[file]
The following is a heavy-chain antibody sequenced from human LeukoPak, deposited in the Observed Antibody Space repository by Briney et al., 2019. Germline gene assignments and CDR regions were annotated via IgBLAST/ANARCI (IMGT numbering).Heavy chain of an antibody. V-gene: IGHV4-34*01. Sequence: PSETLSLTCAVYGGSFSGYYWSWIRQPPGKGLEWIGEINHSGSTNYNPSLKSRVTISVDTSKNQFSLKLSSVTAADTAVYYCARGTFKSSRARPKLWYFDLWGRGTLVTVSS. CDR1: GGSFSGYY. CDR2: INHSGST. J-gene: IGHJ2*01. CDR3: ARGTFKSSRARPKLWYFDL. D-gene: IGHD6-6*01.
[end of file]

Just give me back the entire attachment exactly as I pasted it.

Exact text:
The following is a heavy-chain antibody sequenced from human LeukoPak, deposited in the Observed Antibody Space repository by Briney et al., 2019. Germline gene assignments and CDR regions were annotated via IgBLAST/ANARCI (IMGT numbering).Heavy chain of an antibody. V-gene: IGHV4-34*01. Sequence: PSETLSLTCAVYGGSFSGYYWSWIRQPPGKGLEWIGEINHSGSTNYNPSLKSRVTISVDTSKNQFSLKLSSVTAADTAVYYCARGTFKSSRARPKLWYFDLWGRGTLVTVSS. CDR1: GGSFSGYY. CDR2: INHSGST. J-gene: IGHJ2*01. CDR3: ARGTFKSSRARPKLWYFDL. D-gene: IGHD6-6*01.